Sunday, 26 June 2011

Psychiatry and Spirituality

On Friday I went to a local meeting of the Royal College of Psychiatrists' Spirituality Interest Group. I'm not a psychiatrist, but nor were several of those attending. For example, there were several trainee counsellors. I was fascinated by the juxtaposition of these two words, as Psychiatrists have always had a reputation for being anti spiritual. This is clearly no longer true as their Spirituality Group is the largest of the college's interest groups. This local offshoot attracted about a dozen of us, of different religious and professional backgrounds.
We started by looking at Maslow's Hierarchy of Needs which shows the different levels of need we have, from basic physiological needs, to those of self-actualization, becoming the person we want to be. Some of us argued that it shouldn't be hierarchical and that a holistic view would be better. Maslow's view can see spirituality and fulfilment as something that can only happen once all your basic needs have been met. This doesn't fit with the vibrant spirituality you often find in areas of poverty, or, conversely, with the lack of spirituality amongst many affluent societies. It was, however a useful starting point, and we thought about which area of the hierarchy we spent most time in - I like spending time in the higher areas, and am not so good at doing the practical stuff. My wife, who looks after the children while I go to work, is bogged down in the lower regions, rarely getting a chance to do something for herself.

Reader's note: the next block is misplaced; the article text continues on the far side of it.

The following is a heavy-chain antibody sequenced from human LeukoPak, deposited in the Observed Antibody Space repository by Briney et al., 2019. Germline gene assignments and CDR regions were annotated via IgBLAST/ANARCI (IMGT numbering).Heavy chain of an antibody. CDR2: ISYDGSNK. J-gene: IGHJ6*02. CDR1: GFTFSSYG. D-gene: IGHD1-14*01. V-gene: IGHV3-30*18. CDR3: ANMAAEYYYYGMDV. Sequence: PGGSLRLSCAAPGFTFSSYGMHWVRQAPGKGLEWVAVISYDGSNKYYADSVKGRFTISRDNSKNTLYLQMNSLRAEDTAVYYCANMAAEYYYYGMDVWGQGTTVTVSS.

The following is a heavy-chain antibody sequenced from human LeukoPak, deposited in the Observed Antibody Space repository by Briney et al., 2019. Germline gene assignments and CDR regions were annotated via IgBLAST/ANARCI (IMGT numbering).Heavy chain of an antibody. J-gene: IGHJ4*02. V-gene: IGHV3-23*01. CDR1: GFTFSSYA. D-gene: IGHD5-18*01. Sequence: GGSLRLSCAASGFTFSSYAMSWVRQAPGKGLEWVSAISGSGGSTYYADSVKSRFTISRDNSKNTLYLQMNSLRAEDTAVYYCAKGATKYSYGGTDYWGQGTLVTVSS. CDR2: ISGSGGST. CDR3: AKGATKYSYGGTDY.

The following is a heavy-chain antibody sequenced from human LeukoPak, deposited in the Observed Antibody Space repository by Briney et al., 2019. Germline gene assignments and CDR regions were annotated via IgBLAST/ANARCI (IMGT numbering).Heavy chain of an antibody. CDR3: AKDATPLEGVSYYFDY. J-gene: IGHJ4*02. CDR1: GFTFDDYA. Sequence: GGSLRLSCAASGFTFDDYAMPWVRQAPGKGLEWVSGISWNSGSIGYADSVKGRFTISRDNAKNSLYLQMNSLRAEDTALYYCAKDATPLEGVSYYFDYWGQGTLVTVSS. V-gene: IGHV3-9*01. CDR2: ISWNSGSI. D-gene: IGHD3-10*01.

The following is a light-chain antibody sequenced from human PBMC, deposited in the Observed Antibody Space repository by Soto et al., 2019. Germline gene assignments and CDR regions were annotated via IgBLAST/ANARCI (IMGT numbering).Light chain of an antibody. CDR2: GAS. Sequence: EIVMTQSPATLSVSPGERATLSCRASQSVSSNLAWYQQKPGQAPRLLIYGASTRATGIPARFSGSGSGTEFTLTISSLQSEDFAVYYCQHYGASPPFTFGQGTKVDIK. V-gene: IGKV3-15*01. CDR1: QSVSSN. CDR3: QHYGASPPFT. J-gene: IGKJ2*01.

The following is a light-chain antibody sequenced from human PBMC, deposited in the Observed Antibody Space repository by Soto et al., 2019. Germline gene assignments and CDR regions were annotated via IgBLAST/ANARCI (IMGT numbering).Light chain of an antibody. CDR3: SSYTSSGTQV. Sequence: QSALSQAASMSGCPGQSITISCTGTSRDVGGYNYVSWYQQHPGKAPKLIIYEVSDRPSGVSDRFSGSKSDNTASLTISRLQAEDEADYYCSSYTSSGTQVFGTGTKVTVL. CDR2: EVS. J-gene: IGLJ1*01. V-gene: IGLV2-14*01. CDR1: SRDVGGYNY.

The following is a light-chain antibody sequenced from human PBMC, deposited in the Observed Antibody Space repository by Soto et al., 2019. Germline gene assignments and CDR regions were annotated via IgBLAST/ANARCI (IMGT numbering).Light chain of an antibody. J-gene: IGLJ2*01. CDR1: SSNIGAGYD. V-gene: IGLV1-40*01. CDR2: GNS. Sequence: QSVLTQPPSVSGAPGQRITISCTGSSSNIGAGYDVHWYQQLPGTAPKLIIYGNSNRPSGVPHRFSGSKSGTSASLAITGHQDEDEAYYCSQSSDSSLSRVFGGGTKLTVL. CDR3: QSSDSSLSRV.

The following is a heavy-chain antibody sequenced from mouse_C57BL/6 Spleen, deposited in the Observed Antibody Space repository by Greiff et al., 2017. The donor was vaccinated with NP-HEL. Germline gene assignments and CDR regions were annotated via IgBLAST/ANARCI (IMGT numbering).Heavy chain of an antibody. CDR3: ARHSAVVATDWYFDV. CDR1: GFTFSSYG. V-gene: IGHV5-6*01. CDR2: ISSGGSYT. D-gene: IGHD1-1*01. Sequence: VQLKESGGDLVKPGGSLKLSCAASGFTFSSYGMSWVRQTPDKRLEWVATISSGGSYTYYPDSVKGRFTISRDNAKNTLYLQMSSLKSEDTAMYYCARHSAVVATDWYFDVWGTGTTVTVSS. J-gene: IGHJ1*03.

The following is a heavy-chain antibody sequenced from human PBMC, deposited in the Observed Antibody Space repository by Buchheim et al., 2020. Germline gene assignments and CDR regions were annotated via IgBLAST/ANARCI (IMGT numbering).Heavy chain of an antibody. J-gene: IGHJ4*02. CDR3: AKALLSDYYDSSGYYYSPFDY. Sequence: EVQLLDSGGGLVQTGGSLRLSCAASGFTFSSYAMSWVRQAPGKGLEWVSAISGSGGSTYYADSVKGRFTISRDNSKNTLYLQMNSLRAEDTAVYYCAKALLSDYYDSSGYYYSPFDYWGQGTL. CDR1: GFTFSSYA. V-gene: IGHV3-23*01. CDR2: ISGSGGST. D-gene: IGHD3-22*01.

We then looked at the influence of our parents on how we live - what elements we have taken from them, and what is new that has come out of this. This was in the context of looking at Trinities of different kinds, and Hegelian Dialectic The idea of two opposites (Thesis and Antithesis) coming together and being resolved in a Synthesis, that transcends both of them. This is also a theme in Jungian psychology See this article here for more on Jung's ideas about opposites. I won't divulge too much about my parents, but suffice to say that over the years I've realised that I'm not a carbon copy of my Dad, but that I have a lot of characteristics from my Mum, which I also give thanks for!
We also did some mindfulness exercises focusing on our breathing, making a note of the thoughts that arise, but then focusing back on the breathing. As a Christian, I have no particular problem with this, but prefer meditation to be focused on God. This could be a useful way to prepare for prayer and contemplation though, and I might try it! We also looked at the Grail Quest and the story of Parsifal as metaphors for the search for meaning in life. I made the point that the grails quest can be seen as illustrating our constant search for the unattainable - if only I had a bigger house, a better car, a better job etc, then I would be happy. True happiness surely comes from an acceptance of what we have, not seeking some mythical object. There was an interesting discussion about the grail being empty - it needs to be empty, so that it can be filled. This can be applied to how we should be - several religions talk about kenosis, or self-empyting. In Christianity this leaves us open to being filled by the Spirit.
All in all a very interesting day, and it's good to know that there is an acknowledgement of the spiritual in Psychiatry.

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